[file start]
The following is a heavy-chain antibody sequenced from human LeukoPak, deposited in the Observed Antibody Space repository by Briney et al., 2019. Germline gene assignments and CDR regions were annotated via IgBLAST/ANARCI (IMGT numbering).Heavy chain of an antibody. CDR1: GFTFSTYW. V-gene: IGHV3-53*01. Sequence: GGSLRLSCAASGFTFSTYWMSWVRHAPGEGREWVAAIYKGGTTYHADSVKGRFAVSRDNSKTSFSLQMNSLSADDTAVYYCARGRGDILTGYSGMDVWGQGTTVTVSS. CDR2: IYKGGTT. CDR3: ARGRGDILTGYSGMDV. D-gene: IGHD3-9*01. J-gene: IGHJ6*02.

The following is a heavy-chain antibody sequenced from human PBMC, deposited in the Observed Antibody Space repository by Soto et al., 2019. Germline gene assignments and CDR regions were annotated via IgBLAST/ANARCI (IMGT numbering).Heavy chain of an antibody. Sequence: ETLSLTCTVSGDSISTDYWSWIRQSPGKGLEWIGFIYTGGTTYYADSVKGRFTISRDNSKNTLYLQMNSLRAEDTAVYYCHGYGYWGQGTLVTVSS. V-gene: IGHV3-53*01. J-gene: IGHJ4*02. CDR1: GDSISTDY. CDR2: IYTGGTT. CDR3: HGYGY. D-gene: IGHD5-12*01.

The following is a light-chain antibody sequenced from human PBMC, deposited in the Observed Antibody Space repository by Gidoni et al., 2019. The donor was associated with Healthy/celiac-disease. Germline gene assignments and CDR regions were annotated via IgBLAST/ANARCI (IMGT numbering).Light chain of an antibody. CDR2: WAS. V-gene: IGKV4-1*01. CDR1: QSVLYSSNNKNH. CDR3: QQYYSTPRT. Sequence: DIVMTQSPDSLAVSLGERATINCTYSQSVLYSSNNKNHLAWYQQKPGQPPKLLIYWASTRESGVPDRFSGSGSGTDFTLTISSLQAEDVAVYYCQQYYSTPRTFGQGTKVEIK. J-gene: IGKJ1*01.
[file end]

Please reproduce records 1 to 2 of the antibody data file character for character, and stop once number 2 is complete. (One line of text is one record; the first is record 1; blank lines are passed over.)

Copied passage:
The following is a heavy-chain antibody sequenced from human LeukoPak, deposited in the Observed Antibody Space repository by Briney et al., 2019. Germline gene assignments and CDR regions were annotated via IgBLAST/ANARCI (IMGT numbering).Heavy chain of an antibody. CDR1: GFTFSTYW. V-gene: IGHV3-53*01. Sequence: GGSLRLSCAASGFTFSTYWMSWVRHAPGEGREWVAAIYKGGTTYHADSVKGRFAVSRDNSKTSFSLQMNSLSADDTAVYYCARGRGDILTGYSGMDVWGQGTTVTVSS. CDR2: IYKGGTT. CDR3: ARGRGDILTGYSGMDV. D-gene: IGHD3-9*01. J-gene: IGHJ6*02.

The following is a heavy-chain antibody sequenced from human PBMC, deposited in the Observed Antibody Space repository by Soto et al., 2019. Germline gene assignments and CDR regions were annotated via IgBLAST/ANARCI (IMGT numbering).Heavy chain of an antibody. Sequence: ETLSLTCTVSGDSISTDYWSWIRQSPGKGLEWIGFIYTGGTTYYADSVKGRFTISRDNSKNTLYLQMNSLRAEDTAVYYCHGYGYWGQGTLVTVSS. V-gene: IGHV3-53*01. J-gene: IGHJ4*02. CDR1: GDSISTDY. CDR2: IYTGGTT. CDR3: HGYGY. D-gene: IGHD5-12*01.